Electrochemical killing of the marine gram-negative bacterium, Vibrio alginolyticus, attached to a basal-plane pyrolytic graphite electrode modified with ferrocene was carried out. The survival ratio decreased to 43% when a low potential of 0.2 V versus a saturated calomel electrode was applied for 30 min and was 3% after applying 0.4 V. After the potentials were applied, the cells were stained with the fluorescent dye, propidium iodide (PI), and the change in cell membrane permeability was observed. PI-stained cell ratio almost correlated with the dead cell ratio obtained by the colony formation method when using the bare graphite electrode. In contrast, when using the ferrocene-modified electrode, PI-stained cell ratio did not correlate with the dead cell ratio and increased when potentials of above 0.8 V were applied. When using the ferrocene-modified electrode, the killing effect was not due to the change in cell membrane permeability and might be due to the electrocatalytic oxidation of intracellular substances.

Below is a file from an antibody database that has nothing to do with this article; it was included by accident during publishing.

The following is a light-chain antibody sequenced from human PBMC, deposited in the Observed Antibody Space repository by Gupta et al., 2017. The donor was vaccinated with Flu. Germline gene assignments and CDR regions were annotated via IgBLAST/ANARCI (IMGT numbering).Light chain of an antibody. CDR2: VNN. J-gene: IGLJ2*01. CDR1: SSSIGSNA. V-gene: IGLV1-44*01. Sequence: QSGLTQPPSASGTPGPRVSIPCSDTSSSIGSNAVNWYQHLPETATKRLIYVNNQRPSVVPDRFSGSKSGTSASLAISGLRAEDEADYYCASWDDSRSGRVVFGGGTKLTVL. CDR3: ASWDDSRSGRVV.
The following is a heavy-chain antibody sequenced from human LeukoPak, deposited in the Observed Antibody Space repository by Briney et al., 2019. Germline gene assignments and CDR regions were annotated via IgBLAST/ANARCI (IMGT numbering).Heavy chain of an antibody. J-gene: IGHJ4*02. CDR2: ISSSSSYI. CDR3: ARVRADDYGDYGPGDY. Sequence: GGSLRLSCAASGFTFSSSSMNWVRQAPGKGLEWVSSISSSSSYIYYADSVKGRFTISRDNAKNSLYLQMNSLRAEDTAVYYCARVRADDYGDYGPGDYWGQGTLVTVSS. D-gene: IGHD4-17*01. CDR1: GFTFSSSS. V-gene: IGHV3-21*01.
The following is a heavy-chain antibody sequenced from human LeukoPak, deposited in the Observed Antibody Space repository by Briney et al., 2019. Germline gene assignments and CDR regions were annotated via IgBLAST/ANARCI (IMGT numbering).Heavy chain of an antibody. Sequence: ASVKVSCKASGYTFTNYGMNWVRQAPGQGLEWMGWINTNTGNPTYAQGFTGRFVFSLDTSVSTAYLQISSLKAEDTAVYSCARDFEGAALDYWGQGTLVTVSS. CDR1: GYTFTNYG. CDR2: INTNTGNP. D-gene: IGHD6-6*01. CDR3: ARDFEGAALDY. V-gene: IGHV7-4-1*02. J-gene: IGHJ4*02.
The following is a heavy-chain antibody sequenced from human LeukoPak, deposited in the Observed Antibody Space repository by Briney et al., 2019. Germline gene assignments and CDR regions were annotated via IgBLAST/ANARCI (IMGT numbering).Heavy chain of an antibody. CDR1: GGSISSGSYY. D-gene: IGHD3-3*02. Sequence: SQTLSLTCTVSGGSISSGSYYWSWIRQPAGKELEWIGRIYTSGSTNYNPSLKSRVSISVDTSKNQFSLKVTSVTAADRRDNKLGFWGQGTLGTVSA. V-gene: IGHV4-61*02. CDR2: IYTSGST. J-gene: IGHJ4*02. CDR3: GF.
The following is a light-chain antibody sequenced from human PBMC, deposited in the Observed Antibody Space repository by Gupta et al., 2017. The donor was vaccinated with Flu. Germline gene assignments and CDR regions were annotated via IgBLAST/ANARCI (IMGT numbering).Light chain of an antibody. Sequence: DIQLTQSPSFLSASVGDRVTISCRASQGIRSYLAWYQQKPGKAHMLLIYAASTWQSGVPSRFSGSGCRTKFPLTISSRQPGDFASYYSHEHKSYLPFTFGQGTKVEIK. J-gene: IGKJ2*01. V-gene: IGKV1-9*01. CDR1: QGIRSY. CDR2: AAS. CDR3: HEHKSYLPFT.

ASJC Scopus subject areas
- Chemical Engineering(all)